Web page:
Read: Harlem Shuffle by Colson Whitehead ★★★★★📚
Lighter than The Nickel Boys.I was expecting something akin to Chester Himes but this was gentler, more thoughtful & a more absorbing read. Politics handled lightly. I hope Ray, keeps out of trouble, if not I want to read about it.
Read Painting Time by Maylis de Kerangal ★★★★☆ 📚
An introduction, for me, to a strange artistic world painting trompe-l’œil. Lovely long sentences. The heroine has a ‘lazy’ eye looking two ways at once. The eye recalls Dory Previn – The Holy Man on Malibu Bus Number 3
A bit of outdoor learning with my class this morning, I found this pretty wee mushroom.
Over the years I’ve often though that video is most useful as a tool for pupils to report on their learning and learn a little about making media. I have not changed my mind but recently I’ve found myself using it to share learning quickly myself quite often.
There are a couple of useful Apps I’ve been using to do this, both have, in my opinion advantages over iMovie and clips.
HyperLapse is one I’ve used for years now. It seems to be called ‘Hyperlapse from Instagram’ now. It is however free and can be used without having an instagram account. Its main purpose is to record speeded up videos. But the main feature I use it for is it smooths out hand held video with automatic stabilisation. This means you quickly move through the classroom videoing activity and get a fairly good result without editing.
Here is an example I posted to twitter today:
Snapthread is another handy choice. It quickly pulls together videos from ‘live photos’ on iOS. You can add music, titles and the like quickly. I’ve found it especially handy in impressing visitors who ask me to tweet photos of their work with my class. I can usually get a video up in just a few minutes. You just need to try and hold the camera still for a moment or two before of after clicking the button. 30 second videos free, but I was delighted to be able to pay for longer ones to support an independent developer.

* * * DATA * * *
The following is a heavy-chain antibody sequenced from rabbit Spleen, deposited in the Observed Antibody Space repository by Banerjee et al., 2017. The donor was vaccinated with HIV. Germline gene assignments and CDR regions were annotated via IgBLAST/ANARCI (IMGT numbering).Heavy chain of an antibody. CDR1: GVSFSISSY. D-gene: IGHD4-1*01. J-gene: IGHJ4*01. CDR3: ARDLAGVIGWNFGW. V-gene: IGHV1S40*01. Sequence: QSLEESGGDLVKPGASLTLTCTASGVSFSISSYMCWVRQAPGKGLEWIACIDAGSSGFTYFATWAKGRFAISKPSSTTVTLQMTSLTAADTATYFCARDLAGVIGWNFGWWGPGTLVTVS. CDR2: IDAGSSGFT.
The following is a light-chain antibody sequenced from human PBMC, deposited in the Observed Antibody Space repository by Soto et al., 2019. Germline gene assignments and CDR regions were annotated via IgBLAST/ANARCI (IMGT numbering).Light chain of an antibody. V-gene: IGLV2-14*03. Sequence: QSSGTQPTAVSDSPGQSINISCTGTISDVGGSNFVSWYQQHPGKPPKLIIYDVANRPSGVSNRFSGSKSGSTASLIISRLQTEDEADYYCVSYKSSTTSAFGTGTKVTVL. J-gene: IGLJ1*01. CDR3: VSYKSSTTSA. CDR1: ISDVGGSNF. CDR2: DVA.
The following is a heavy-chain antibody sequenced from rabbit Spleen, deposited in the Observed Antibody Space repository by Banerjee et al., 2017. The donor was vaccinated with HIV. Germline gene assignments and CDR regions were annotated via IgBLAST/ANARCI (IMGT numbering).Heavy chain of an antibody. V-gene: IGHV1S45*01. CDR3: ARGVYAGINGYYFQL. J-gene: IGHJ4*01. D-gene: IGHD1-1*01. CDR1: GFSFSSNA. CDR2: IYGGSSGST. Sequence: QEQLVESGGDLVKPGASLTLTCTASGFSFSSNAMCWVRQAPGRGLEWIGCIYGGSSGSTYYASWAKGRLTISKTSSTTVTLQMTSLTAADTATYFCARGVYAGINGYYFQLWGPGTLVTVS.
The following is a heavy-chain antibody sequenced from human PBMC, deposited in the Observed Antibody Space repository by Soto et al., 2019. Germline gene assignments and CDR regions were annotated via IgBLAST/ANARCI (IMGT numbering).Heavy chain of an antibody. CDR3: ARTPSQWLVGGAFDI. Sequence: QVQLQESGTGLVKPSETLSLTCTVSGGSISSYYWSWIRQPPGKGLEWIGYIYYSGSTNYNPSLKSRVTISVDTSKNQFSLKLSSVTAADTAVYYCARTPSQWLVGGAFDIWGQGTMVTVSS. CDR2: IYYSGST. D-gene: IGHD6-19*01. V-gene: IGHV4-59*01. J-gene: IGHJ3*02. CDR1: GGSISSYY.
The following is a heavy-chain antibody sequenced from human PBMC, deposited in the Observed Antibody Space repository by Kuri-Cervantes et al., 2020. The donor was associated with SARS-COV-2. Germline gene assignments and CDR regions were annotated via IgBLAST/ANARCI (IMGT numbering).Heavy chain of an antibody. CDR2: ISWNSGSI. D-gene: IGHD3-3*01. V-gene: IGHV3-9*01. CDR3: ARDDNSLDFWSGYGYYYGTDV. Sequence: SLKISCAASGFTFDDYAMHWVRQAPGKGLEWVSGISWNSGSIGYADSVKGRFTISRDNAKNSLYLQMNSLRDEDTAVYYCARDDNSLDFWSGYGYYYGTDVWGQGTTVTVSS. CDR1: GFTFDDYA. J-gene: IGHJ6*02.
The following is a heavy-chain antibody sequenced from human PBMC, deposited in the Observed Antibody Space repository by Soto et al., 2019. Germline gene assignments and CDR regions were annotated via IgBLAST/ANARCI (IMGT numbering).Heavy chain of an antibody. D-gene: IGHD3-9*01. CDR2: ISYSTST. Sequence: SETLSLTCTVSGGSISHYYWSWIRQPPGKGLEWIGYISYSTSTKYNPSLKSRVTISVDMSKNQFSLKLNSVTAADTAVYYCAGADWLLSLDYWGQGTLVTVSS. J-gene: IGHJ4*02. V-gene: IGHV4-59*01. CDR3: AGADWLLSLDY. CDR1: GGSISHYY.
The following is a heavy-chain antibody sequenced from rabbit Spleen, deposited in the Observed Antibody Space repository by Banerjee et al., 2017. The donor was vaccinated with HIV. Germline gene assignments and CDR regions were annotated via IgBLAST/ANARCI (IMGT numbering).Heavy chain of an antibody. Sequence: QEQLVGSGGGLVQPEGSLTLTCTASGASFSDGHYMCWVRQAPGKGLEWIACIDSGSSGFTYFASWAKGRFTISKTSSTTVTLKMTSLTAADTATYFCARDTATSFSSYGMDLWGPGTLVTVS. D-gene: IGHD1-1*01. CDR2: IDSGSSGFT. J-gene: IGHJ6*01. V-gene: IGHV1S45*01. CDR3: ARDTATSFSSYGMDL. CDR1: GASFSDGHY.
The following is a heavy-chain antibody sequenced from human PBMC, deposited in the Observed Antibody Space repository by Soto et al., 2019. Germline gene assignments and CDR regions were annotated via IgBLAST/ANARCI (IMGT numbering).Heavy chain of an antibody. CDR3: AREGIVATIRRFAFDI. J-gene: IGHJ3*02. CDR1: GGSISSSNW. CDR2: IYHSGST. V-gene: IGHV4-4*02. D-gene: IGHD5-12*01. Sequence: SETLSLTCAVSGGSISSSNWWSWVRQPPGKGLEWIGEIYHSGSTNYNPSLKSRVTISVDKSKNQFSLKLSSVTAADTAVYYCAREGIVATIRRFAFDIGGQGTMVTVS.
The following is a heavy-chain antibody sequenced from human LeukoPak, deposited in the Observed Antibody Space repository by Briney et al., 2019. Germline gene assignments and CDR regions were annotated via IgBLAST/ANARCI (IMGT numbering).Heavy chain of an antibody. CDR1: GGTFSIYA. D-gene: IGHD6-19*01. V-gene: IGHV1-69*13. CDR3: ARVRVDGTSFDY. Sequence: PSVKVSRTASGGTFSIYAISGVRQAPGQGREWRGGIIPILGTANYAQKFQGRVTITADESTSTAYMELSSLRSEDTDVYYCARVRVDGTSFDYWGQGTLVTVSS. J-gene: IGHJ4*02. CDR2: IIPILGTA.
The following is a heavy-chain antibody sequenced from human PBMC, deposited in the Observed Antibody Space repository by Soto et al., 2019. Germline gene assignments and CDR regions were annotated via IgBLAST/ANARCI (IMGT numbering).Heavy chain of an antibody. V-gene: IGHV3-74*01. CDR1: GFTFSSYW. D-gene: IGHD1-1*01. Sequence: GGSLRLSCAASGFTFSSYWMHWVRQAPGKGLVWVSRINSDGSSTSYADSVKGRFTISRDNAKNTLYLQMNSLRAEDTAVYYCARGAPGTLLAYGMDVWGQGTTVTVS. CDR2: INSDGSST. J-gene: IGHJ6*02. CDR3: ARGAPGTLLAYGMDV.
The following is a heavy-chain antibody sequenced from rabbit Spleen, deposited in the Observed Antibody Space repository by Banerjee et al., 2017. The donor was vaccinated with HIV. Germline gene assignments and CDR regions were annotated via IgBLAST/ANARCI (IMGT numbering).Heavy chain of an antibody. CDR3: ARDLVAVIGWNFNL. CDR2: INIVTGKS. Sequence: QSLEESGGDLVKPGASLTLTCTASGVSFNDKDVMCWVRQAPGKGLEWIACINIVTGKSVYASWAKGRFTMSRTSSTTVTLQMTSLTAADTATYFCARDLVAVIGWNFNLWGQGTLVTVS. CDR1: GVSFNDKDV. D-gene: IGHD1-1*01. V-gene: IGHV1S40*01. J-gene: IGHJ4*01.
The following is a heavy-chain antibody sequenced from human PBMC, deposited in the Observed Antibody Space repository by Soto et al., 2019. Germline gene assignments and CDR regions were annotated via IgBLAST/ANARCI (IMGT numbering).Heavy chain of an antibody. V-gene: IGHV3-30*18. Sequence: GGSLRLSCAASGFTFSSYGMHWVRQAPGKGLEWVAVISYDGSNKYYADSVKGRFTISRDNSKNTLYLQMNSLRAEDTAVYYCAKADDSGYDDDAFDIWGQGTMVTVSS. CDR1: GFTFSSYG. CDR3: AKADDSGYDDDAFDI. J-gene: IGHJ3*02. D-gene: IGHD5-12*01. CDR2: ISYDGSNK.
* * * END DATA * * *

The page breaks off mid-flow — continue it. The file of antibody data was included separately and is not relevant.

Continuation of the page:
Here is a Snapthread example:
I’d not claim any artistry or skill in making these videos but they only took a couple of minutes to create. The longest part was probably the upload to twitter.
I also upload these to our class blog. I’d much rather just use the blog but twitter is ubiquitous in Scottish education now:(
Read: Miss Ranskill Comes Home by Barbara Euphan Todd ★★★★☆ 📚 This 1946 novel is a lot of fun. Miss Ranskill Returns from a desert island to war time Britain. Confusion and poking fun ensue.
Every now and again I take a trawl through all the Local Authority Glow Blog home pages. It is interesting to see into all sorts of learning going on across Scotland. Here are a few that caught my eye:
Linked, in my mind at least, is outdoor learning, there is a fair bit of that going on too:
Watching cop 26 play out in my home town. The most positive thing, as a Glaswegian teacher, is seeing how confident and articulate some of the local young activists are.
A rich list, adding to the already overflowing pool of podcasts. I like to listen to a range of non-Edu podcasts. Even with two 40 minute plus commutes every day I still can’t get through much. Like you I really only listen to podcasts while driving. There are a couple of things that I find useful.
Castro, is a podcasting app that lets you sub to many podcasts but triage the ones you want to hear into you “queue”.
The other is Huffduffer, this is a bookmarklet that will pull individual episodes into your own RSS feed which you can then sub to. It will even rip YouTube videos to audio and host the mp3 for 30 days. https://huffduffer.com/johnjohnston is mine. Now I am off to huffduff some of your suggestions:-)
Read: Birdsong in the time of silence by Steven Lovett ★★★★★ 📚a metaphor filled recount of bird listening in lockdown along with many diversions into memory & natural history. Like many I spent a bit of time with birds during the first lockdown. This is a deeper dive.
I just donated to Pl@ntNet. It is an amazing app for identifying wild flowers. Pl@ntNet is also a amazing research and educational initiative on plant biodiversity. It is supported by donation, no ads. donate